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CD Review

Aulis Sallinen

  • Shadows, Op. 52
  • Symphony #8, Op. 81 "Autumnal Fragments"
  • Violin Concerto, Op. 18
  • The Palace Rhapsody, Op. 72
Jaakko Kuusisto, violin
Staatsphilharmonie Rheinland-Pfalz/Ari Rasilainen
CPO 999972-2 DDD 67:52
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The highlight of this CD is the world première recording of Aulis Sallinen's Eighth Symphony (2001), which is a reflection on the composer's advanced age (he was born in 1935), a salute to Amsterdam's Concertgebouw Orchestra, and a reaction to the events of September 11, 2001. This is a tall order for a 24-minute symphony, but Sallinen has always been quite capable of making a coherent and cohesive whole out of disparate elements. Sallinen's style is characterized by contrast and by drama, but not drama for the sake of display. Like Shostakovich, even though he writes music that calls for a large orchestra, he is sparing with tutti passages. He seldom steam-rollers the listener with sound. Chamber music-like passages abound in his orchestral works. The Eighth Symphony is a philosophical work, not tragic but certainly not cheerful. Again, Shostakovich comes to mind, particularly his last symphony. The music seems to be a living entity, and we follow its growth, its conflicts, and its setbacks as we would those of another human.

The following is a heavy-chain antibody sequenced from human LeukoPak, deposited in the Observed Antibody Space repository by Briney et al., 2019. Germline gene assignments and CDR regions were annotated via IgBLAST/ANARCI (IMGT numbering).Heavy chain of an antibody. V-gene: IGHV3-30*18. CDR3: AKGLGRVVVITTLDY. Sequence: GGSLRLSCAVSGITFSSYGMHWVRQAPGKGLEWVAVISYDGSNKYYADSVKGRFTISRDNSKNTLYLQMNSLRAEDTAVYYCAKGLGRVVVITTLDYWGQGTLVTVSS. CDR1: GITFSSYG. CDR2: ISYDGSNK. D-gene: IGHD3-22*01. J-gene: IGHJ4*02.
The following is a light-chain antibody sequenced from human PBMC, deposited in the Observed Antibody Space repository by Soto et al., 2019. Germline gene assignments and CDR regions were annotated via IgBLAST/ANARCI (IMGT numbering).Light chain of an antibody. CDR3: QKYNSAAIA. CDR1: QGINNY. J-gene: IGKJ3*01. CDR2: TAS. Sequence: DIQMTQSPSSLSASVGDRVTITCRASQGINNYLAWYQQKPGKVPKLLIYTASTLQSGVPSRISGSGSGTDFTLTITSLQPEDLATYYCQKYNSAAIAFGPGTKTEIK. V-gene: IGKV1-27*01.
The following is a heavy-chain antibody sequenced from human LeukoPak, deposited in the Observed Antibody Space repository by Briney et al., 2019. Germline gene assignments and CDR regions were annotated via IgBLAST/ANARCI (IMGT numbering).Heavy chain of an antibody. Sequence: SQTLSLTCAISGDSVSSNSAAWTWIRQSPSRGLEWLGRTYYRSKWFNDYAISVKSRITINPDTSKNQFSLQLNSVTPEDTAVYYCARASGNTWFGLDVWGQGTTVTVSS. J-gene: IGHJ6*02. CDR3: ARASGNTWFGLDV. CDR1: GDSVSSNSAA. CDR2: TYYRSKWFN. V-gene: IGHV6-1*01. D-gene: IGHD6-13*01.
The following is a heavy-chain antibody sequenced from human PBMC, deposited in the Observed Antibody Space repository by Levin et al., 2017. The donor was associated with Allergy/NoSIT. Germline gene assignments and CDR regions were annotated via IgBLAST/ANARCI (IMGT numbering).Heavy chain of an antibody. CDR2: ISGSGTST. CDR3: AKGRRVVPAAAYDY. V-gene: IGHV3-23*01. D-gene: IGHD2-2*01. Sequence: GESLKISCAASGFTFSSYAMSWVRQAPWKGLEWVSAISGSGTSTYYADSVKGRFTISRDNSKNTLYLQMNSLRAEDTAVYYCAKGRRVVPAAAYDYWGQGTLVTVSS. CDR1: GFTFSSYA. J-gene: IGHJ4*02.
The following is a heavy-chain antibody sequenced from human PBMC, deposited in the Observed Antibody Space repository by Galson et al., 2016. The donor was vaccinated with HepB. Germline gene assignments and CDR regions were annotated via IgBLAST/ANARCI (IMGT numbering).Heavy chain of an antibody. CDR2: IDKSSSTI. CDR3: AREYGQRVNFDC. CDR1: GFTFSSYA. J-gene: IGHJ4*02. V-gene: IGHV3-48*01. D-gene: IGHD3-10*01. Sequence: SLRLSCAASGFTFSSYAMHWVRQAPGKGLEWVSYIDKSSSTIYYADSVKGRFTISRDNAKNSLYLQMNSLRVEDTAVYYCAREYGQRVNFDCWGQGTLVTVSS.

Much the same is true of the Violin Concerto, which was completed in 1968. The music fairly pulses with life – not with an embarrassment of musical ideas, per se, but with their development and their interactions. Rather than writing a virtuoso display work, Sallinen has written a novella in which the violin soloist is the main character. Here as always, Sallinen's timbral sensitivity is outstanding. Jaakko Kuusisto plays this concerto with gorgeous tone.

Shadows and The Palace Rhapsody are lighter works, both of them related to larger scores – The King Goes Forth to France and The Palace, respectively. Sallinen's rather grim sense of humor is revealed in both of these works. Authoritarian, pretentious rulers and governments are given the subtle raspberry through cockeyed allusions to march-music (in Shadows) and jazz (in The Palace Rhapsody). We might be sharing a laugh with Sallinen, but there is bitterness in our guffaws.

Like the composer, Ari Rasilainen is a Finn. He and the Staatsphilharmonie Rheinland-Pfalz are recording Sallinen's symphonies and concertos for cpo. This is the second disc I've heard in this series, and like its predecessor, it's a good one. Rasilainen makes a better case for Shadows than either De Priest (BIS) or Kamu (Finlandia). Cpo's engineering is superb too, and as is always the case with this label, there are intelligent and comprehensive booklet notes.

Copyright © 2005, Raymond Tuttle